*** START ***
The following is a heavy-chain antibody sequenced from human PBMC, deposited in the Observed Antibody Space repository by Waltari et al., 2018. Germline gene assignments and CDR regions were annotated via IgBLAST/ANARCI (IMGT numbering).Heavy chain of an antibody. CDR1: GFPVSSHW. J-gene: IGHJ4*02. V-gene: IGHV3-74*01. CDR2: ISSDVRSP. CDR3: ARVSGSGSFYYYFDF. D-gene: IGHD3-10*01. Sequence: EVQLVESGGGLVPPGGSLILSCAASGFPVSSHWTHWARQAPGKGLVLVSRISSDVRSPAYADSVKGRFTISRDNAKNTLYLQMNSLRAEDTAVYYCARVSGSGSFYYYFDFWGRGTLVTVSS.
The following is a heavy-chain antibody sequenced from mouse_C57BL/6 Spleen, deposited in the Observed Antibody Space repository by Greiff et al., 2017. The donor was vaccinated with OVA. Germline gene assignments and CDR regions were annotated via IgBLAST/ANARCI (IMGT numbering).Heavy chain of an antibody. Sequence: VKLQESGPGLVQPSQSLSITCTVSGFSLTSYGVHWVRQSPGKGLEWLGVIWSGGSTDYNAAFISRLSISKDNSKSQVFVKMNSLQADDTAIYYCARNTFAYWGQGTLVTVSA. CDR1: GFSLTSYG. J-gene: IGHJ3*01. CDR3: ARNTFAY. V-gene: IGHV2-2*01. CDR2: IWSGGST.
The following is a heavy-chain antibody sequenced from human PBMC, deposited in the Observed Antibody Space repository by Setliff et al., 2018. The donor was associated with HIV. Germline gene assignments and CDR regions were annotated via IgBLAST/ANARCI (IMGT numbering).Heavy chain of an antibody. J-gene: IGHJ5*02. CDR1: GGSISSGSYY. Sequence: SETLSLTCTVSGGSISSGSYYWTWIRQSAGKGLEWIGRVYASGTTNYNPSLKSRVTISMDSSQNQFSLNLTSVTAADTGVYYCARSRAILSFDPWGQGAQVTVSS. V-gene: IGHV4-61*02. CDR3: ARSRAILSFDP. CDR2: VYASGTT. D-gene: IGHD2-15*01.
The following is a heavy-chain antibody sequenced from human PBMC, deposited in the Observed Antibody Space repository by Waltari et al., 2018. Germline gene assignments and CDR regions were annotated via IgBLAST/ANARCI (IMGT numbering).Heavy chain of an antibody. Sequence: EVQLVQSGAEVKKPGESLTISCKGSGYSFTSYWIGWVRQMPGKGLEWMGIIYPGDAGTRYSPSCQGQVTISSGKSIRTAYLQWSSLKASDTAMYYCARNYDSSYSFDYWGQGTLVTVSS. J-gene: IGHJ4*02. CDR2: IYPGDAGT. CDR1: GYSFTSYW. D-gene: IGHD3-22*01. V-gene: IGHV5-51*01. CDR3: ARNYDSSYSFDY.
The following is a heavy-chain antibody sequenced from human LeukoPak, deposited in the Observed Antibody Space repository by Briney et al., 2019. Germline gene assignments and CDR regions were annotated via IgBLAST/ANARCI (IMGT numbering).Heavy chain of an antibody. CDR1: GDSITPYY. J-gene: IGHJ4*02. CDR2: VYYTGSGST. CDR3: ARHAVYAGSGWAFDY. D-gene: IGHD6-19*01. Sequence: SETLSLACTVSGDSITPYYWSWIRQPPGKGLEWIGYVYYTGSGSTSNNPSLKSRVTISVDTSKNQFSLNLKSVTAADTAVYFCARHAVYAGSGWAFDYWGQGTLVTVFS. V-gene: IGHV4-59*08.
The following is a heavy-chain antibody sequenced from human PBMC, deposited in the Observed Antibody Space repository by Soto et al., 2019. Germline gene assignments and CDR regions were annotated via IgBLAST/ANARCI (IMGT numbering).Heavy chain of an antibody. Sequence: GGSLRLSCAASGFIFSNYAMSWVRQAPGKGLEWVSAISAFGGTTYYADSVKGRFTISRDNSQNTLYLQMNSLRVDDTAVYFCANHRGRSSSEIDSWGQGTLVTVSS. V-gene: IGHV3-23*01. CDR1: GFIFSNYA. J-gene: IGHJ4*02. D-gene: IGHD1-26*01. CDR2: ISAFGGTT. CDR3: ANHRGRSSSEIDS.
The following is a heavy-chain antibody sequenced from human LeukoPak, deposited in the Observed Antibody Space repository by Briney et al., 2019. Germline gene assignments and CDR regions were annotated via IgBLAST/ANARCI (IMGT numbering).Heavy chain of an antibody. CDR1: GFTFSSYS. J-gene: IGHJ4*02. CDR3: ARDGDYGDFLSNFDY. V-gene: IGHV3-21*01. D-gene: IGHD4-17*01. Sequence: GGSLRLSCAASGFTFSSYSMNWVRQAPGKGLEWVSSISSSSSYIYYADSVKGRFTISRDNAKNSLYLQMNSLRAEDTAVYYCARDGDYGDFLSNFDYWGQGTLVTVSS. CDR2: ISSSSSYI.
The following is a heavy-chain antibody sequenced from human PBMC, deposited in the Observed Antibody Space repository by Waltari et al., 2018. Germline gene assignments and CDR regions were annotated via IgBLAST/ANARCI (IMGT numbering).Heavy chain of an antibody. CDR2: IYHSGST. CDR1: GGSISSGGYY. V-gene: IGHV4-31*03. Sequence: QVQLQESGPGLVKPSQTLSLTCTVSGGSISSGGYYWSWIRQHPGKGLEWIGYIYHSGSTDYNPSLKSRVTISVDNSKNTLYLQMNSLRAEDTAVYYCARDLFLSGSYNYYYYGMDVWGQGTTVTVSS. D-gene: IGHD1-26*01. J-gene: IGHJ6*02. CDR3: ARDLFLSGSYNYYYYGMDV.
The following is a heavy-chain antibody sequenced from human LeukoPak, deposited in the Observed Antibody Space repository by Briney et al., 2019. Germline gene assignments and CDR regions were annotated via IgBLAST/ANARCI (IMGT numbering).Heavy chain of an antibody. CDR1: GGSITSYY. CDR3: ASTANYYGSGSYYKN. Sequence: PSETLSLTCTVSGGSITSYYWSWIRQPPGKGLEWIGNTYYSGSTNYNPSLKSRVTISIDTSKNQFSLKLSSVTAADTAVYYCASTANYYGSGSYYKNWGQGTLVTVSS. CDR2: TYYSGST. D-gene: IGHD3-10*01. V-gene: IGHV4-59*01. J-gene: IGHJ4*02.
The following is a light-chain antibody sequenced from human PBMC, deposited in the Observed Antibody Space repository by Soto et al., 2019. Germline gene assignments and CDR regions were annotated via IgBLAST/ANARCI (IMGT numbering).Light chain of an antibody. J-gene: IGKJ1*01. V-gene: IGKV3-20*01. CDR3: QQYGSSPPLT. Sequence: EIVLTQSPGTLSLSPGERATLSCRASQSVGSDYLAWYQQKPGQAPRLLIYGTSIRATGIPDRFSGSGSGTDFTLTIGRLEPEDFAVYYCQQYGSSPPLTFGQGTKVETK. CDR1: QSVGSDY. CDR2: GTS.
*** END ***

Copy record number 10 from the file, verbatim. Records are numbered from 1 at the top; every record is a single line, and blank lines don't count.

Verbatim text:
The following is a light-chain antibody sequenced from human PBMC, deposited in the Observed Antibody Space repository by Soto et al., 2019. Germline gene assignments and CDR regions were annotated via IgBLAST/ANARCI (IMGT numbering).Light chain of an antibody. J-gene: IGKJ1*01. V-gene: IGKV3-20*01. CDR3: QQYGSSPPLT. Sequence: EIVLTQSPGTLSLSPGERATLSCRASQSVGSDYLAWYQQKPGQAPRLLIYGTSIRATGIPDRFSGSGSGTDFTLTIGRLEPEDFAVYYCQQYGSSPPLTFGQGTKVETK. CDR1: QSVGSDY. CDR2: GTS.